energy transfer process we can also imply there is good miscibility between these two acceptors,
with close mixing in the blend film.
35,41,49
Figure 1. (a) Chemical structures of polymer donor and non-fullerene acceptors, and the device
architecture used in this work. (b) Schematic energy diagrams of PBDB-T, IT-M and m-INPOIC,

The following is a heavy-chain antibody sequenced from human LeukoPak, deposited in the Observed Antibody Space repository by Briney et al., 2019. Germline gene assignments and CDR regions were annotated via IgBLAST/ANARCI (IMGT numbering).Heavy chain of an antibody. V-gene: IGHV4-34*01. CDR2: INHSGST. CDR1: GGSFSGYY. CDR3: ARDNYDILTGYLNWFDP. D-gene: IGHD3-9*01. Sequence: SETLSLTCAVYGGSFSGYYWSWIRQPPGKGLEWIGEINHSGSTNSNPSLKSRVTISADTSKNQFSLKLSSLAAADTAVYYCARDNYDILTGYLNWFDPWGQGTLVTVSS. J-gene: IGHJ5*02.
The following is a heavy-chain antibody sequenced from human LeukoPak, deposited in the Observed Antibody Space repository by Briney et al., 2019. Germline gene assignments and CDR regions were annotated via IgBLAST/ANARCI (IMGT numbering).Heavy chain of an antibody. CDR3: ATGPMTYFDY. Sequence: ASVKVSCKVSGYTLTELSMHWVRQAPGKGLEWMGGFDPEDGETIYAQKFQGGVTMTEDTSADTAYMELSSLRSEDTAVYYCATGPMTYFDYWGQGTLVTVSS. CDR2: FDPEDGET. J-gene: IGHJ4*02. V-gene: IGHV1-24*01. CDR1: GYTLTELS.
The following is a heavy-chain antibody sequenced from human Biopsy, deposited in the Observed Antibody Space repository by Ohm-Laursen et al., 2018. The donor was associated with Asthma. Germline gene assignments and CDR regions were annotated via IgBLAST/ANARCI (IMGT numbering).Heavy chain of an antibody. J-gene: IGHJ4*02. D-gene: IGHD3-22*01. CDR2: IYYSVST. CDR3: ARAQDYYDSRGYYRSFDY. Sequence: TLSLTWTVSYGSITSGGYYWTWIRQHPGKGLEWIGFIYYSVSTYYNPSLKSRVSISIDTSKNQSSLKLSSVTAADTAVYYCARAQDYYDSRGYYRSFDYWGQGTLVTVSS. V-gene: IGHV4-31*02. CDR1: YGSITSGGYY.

here the lightning bolt indicates the related energy transfer process. (c) Optical absorption spectra of
neat films of PBDB-T, m-INPOIC and IT-M. (d) PL spectra of m-INPOIC, IT-M and their mixtures
at the weight ratios of 9:1 and 8:2, excited with a 532 nm laser.
Transmission electron microscopy (TEM) was performed to understand the phase separated
domain size within the binary and ternary blends. As shown in Figure 2a-c, the dark and bright

Figures (8)